After 5 minutes of rest, the assessor collected a 0.7-μL blood sample using a lancet on the fingertip and lactate test strip24 to ensure minimal quadriceps neuromuscular fatigue at baseline. Sample analysis time was 13 seconds by a portable lactate analyzer (model Lactate Plus Meter; Nova Biomedical Corp). Once we obtained the baseline blood lactate concentration (in millimoles), the participants performed the first set of continuous concentric knee extensions at 60°/s on the isokinetic dynamometer.25 When 3 consecutive contractions were <50% of the baseline quadriceps PT, the individual ceased the contractions and finished the exercise set.25 Immediately after each set of exercise, the blood lactate level was measured again to identify the fatigue level induced by the exercise. We then repeated the quadriceps function assessment. Five sets of knee-extension exercise and postexercise testing were conducted with both visual feedback and oral encouragement to elicit participants’ maximal effort. Data collection was performed by a single investigator who was blinded to the presence or absence of PFP until all testing procedures were completed.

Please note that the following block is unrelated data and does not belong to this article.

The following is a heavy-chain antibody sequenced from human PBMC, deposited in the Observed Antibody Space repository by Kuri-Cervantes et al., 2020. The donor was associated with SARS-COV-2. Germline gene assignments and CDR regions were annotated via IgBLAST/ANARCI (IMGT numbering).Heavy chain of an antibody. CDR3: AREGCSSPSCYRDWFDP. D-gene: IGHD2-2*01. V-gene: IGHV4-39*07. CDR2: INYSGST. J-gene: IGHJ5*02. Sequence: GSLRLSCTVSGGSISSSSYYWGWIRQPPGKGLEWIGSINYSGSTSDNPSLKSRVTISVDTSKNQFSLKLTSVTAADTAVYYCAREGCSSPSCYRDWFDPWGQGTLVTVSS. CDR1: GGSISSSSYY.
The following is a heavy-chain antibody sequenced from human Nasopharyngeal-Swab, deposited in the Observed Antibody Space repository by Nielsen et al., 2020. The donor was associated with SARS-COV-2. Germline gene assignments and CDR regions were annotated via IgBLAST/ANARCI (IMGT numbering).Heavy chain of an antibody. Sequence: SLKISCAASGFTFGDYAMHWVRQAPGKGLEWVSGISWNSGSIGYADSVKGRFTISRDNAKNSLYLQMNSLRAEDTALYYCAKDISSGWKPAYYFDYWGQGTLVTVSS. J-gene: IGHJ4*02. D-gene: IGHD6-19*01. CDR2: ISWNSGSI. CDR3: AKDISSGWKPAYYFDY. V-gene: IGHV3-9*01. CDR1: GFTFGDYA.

For each set of isokinetic exercises, the number of knee-extension repetitions was counted. In addition, quadriceps total work was calculated and normalized to body mass (joules per kilogram)26 except for the last 3 consecutive concentric torques, which did not exceed 50% of the baseline quadriceps PT. For each time point, 3 trials of quadriceps PT were averaged and normalized to body mass (newton meters per kilogram). The quadriceps CAR was calculated by the ratio Force PT/Force PT+SIB.23 The quadriceps RTD was calculated as the slope (Δtorque/Δtime) of the torque-time curve from 20% to 80% of PT and normalized to body mass and time interval (newton meters per kilogram per second).10
Our sample size was determined using an expected mean difference in quadriceps CAR of 0.11 with an SD of 0.14, which yielded a Cohen d effect size (ES) of 0.8.23 Using an α of .05 and a β of .2, we estimated that 14 participants were necessary for each group.